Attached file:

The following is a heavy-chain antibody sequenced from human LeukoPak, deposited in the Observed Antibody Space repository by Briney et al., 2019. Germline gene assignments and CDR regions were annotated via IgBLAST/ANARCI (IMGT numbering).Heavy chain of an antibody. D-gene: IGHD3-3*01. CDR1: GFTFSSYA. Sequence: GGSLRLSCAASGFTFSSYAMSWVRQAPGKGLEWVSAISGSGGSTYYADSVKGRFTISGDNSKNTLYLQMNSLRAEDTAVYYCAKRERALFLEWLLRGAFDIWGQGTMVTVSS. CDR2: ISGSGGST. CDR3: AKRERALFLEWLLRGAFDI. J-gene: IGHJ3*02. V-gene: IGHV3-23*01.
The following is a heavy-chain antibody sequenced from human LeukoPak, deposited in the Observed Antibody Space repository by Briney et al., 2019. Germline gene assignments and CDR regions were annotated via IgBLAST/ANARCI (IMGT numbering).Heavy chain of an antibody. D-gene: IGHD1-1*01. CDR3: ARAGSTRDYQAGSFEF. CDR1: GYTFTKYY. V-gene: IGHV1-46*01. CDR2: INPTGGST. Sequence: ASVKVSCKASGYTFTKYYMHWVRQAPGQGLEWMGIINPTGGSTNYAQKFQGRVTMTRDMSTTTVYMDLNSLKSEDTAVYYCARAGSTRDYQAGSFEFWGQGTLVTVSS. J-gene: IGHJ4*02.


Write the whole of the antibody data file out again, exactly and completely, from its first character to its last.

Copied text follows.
The following is a heavy-chain antibody sequenced from human LeukoPak, deposited in the Observed Antibody Space repository by Briney et al., 2019. Germline gene assignments and CDR regions were annotated via IgBLAST/ANARCI (IMGT numbering).Heavy chain of an antibody. D-gene: IGHD3-3*01. CDR1: GFTFSSYA. Sequence: GGSLRLSCAASGFTFSSYAMSWVRQAPGKGLEWVSAISGSGGSTYYADSVKGRFTISGDNSKNTLYLQMNSLRAEDTAVYYCAKRERALFLEWLLRGAFDIWGQGTMVTVSS. CDR2: ISGSGGST. CDR3: AKRERALFLEWLLRGAFDI. J-gene: IGHJ3*02. V-gene: IGHV3-23*01.
The following is a heavy-chain antibody sequenced from human LeukoPak, deposited in the Observed Antibody Space repository by Briney et al., 2019. Germline gene assignments and CDR regions were annotated via IgBLAST/ANARCI (IMGT numbering).Heavy chain of an antibody. D-gene: IGHD1-1*01. CDR3: ARAGSTRDYQAGSFEF. CDR1: GYTFTKYY. V-gene: IGHV1-46*01. CDR2: INPTGGST. Sequence: ASVKVSCKASGYTFTKYYMHWVRQAPGQGLEWMGIINPTGGSTNYAQKFQGRVTMTRDMSTTTVYMDLNSLKSEDTAVYYCARAGSTRDYQAGSFEFWGQGTLVTVSS. J-gene: IGHJ4*02.